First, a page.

"We made the assumption that there was standardization and clinical integration," the executive said. "It was eye opening to see the variation in product, education and training. Looking at it from a patient perspective, I can't imagine how confusing it must have been."

After the initial assessment, Riverside standardized its wound and skin care products. The health system polled their employees and found staff and physicians wanted more educational tools to achieve standardization.

"Nurses throughout our organizations are hearing about standardization and asking for those products in their unit," the executive added.

Riverside is now seeing the benefits of this project with both improved quality metrics and financial performance.

Dignity Health
Phoenix-based Dignity Health and Medline partnered on an entire surgical site infection-reduction initiative that was rolled out by every one of Dignity Health's surgical units.  Focusing on surgical site infections represented a significant opportunity for Dignity Health to demonstrate the financial and clinical impacts of systemness as well as the impact to the patient experience.

"We found there was so much variation. The hospitals have very culturally diverse populations, varying resources and geographic differences" Ms. MacInnes said. "We aimed to change the hospitals' protocols to the same practice and measure their progress."

Medline and Dignity developed products for pre- and post-surgery patients from the participating hospitals to reduce clinical variation. These products included information about SSIs, a step-by-step guide on how to prepare for surgery and symptoms of SSIs. Educating patient and designing the solution to represent the health system's brand promise is key to systemness as healthcare trends toward consumerism and the patient becomes the primary advocate for their care.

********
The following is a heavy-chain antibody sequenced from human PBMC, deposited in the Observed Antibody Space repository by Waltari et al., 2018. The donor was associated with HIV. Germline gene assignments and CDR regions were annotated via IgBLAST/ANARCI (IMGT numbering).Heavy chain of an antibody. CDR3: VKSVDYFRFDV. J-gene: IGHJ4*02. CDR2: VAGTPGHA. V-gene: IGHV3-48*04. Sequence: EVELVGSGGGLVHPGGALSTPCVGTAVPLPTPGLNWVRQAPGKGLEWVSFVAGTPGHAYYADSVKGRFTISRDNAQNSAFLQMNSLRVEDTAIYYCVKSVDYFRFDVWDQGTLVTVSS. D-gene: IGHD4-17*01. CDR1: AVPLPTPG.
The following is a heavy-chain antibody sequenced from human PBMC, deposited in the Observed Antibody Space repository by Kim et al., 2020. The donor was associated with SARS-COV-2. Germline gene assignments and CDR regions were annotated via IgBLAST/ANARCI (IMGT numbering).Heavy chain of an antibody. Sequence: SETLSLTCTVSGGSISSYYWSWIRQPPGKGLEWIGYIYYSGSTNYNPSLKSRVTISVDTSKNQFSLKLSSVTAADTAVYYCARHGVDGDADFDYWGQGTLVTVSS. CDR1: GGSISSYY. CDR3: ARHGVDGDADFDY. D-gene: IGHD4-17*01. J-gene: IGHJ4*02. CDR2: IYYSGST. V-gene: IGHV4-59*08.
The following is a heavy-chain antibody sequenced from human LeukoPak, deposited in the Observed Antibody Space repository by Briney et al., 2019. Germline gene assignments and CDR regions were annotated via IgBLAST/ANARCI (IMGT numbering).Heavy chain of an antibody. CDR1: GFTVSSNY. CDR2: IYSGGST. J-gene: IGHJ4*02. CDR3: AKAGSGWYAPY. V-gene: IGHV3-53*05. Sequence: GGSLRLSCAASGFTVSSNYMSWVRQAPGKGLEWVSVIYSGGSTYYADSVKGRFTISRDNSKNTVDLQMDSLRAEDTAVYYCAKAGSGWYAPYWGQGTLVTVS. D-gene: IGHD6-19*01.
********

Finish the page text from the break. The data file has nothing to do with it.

Next steps for achieving systemness: Risk-sharing contracts
In a strategic partnership, all parties should work in tandem to provide the consistent patient experience. Moving forward into value-based care, a strategic partnership may likely entail suppliers taking on a larger portion of risk. Medline is forming risk-sharing contracts with its clients to ensure they are both committed to the same goals.

A risk-based contract focuses on improving one metric such as reducing a provider's central line-associated bloodstream infections occurrences. The supplier and health system would work together to meet or exceed a certain benchmark. The supplier would pay the provider if that goal was not achieved, aligning incentives of both the provider and the supplier.

"The idea is that if you do X or Y, we can agree to reduce the number of CLABSIs or another metric by a set percent," Ms. MacInnes said. "We would pay a provider based on the agreed upon amount because we both have skin in the game. Our overall focus is to have innovative technologies and solutions that reduce variation and promote best practices."

As healthcare segues into a value-based reimbursement model, strategic alignment will become more important for leaders spanning the field. Suppliers and hospitals alike should prioritize patient outcomes and devise solutions to combat issues that may impede optimal care.

"We see value in suppliers wanting to know clinically what is important to us and aligning ongoing business support in that way," said an executive director of strategic sourcing at a Midwestern 805-bed academic medical institution. "If you are supporting us to reduce whichever metric, we feel you are committed to helping us and it is a positive thing."